Ski injuries and their Prevention 
Skiing has become accessible to more people. Faster ski lifts and expansion of trails at ski areas, as well as improved snow making capabilities, have increased the numbers of skiers on the slopes. Over the years there have also been dramatic changes in the equipment as well. Ski boots have evolved from soft leather cut boots to mid-calf plastic boots that rigidly support from the lower leg and ankle. Advancements in sophisticated multi-directional release bindings continue to reduce the number of lower extremity injuries. Falls injuries, account for approximately 75-85% of skiing injuries. Collisions with objects including other skiers, account for between 11-20%, while incidents involving ski lifts contribute between 2-9%. 
Studies demonstrate that the majority of injuries are sprains, followed by fractures, lacerations and dislocations. While fractures were more common prior to these equipment changes, it is now more common to see injuries to the ligaments of the knee. This could possibly be partly attributed to the change in design of the equipment over the years. 
Ligament Injuries: 
The most common injury to the knee is damage to the medial collateral ligament (MCL). This injury occurs with slow twisting falls or when beginners maintain a snowplow position for lengthy periods and stress the ligament. Virtually all degrees of MCL sprains can be managed conservatively with bracing and limited range of motion, and physiotherapy. 
A similar shearing force can occur when the lower leg is suddenly twisted away from the upper leg as in “catching an edge.” These injuries often require surgical repair and extensive rehabilitation. Fractures of both the femur and tibia occur more commonly with violent twisting falls or collisions. 
Injuries to upper extremities account for approximately 30-40% of all injuries. The most vulnerable joint of the upper body is the thumb. Injury to the ulnar collateral ligament of the thumb is second in frequency only to MCL injuries of the knee. These injuries occur when a skier falls on an outstretched arm that is still gripping the pole. The thumb is suddenly pulled outward, injuring this joint. It may be that using poles with straps rather than the fitted grip may result in fewer injuries. 
Like knee sprains, sprains of the thumb are graded first degree, second degree or third degree, depending upon the severity of damage to the ligament. Surprisingly, injuries to the thumb can be serious and, if not cared for properly, can result in long term disability.  
A protective cast is used in nearly all cases for lengths of time varying from three to six weeks. Physiotherapy is very useful to speed up recovery and return to full function. Infrequently surgery is required. 
While fractures of the upper extremity are infrequent, dislocations of the shoulder are quite common. 
Good quality rehabilitation of the joint is vital to prevent recurrence and be assured of a complete recovery. Surgical repair is sometimes necessary to restore the joint to a more functional state.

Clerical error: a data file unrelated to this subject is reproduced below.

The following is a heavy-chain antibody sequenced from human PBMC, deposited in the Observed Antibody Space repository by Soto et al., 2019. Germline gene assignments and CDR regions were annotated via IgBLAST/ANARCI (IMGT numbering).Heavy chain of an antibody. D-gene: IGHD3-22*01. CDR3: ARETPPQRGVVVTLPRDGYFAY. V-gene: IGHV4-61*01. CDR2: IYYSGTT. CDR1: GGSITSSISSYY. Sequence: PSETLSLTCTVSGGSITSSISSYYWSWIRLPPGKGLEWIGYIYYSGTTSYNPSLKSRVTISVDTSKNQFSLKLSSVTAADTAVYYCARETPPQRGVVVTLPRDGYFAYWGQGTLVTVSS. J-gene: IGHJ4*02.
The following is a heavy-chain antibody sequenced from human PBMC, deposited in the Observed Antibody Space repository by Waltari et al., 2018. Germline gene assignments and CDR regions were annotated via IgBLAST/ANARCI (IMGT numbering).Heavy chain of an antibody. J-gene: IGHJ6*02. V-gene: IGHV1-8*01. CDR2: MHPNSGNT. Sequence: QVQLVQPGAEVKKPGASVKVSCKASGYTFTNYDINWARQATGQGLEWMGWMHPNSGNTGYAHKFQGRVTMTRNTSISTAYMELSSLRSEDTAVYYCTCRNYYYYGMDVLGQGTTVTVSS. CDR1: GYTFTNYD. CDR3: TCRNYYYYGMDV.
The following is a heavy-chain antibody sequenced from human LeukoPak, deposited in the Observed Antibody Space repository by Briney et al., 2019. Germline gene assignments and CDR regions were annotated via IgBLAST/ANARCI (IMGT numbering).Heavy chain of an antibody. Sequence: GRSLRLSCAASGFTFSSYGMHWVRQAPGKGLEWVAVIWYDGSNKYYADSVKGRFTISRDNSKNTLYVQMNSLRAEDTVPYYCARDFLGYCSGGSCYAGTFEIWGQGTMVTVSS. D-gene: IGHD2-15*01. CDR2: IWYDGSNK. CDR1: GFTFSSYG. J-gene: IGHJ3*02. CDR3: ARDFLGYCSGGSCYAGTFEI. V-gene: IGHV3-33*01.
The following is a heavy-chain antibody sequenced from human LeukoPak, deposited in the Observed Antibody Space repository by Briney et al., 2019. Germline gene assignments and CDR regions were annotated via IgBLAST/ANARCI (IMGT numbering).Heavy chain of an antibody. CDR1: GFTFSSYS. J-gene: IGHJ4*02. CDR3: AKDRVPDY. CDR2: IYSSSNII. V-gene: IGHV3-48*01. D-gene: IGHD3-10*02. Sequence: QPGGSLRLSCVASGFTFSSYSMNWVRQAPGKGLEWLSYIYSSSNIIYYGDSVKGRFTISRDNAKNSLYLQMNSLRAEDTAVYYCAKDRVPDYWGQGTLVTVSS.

Skiing should be discontinued if it causes further pain. 
Top tips for avoiding ski injuries 
1. Take lessons 
The better your technique, the less chance you will put undue strain on your joints. 
2. Set your bindings correctly 
Skiers using incorrectly adjusted skis and bindings are eight times more likely to suffer injury. Crank up the DIN setting (which controls how easily the bindings snap open) beyond what is appropriate for your weight and ability, and you are asking for trouble. When hiring skis, know your weight in kilograms, and be honest about your ability. 
3. Take a rest day 
The highest risk of accident is after 3pm on the third day of your holiday. This is because muscle fatigue reaches its peak 48 hours after you start your holiday. 
4. Take the lift at the end of the day 
You will be tired, the pistes may be icy and crowded, and there will probably be bare patches in the snow - a perfect recipe for a fall. 
5. Control your weight 
The heavier you are, the more strain you are putting on your knees. 
6. Take nutritional supplements if you suffer from osteoarthritis 
Both glucosamine and chondroitin, which are available from chemist shops, are known to have beneficial effects. 
7. Keep within your comfort zone 
Control is good, bravado is bad, and icy moguls - at least if you already have any damage to your knees - are very bad indeed. 
8. Don't drink alcohol at lunchtime 
It slows your reactions and makes you more reckless. 
9. Ski off-peak 
The quieter the slopes the less danger there will be of your being called on to take sudden evasive action. 
10. Don't wear a knee brace 
According to Bell, the only skiers who might benefit from a brace are those who are returning to the sport with an old or partially healed ligament injury (they might want to use a hinged brace), or those with mild arthritis (who might benefit from a neoprene sleeve). Otherwise, skiing without a brace improves the ability of the muscles around the knee to respond effectively to the different stresses and strains. 
11. Seek advice immediately after an injury 
Clinics in ski resorts are well versed in treating knee pain. Above all, do not ski with a swollen knee: put ice on it, and take anti-inflammatories until the swelling subsides. 
12. Consider snowboarding 
Snowboarders are less prone to the twisting effect that causes knee injury. (On the other hand, they are more at risk of head and wrist injury.) 
Remember that everyone heals at a different rate. 
If you have suffered with an injury and need some advice or treatment please do not hesitate to contact us. 
"We Know How Your Body Works" 
Share this post:

Leave a comment: 

Our site uses cookies. For more information, see our cookie policy. ACCEPT COOKIES MANAGE SETTINGS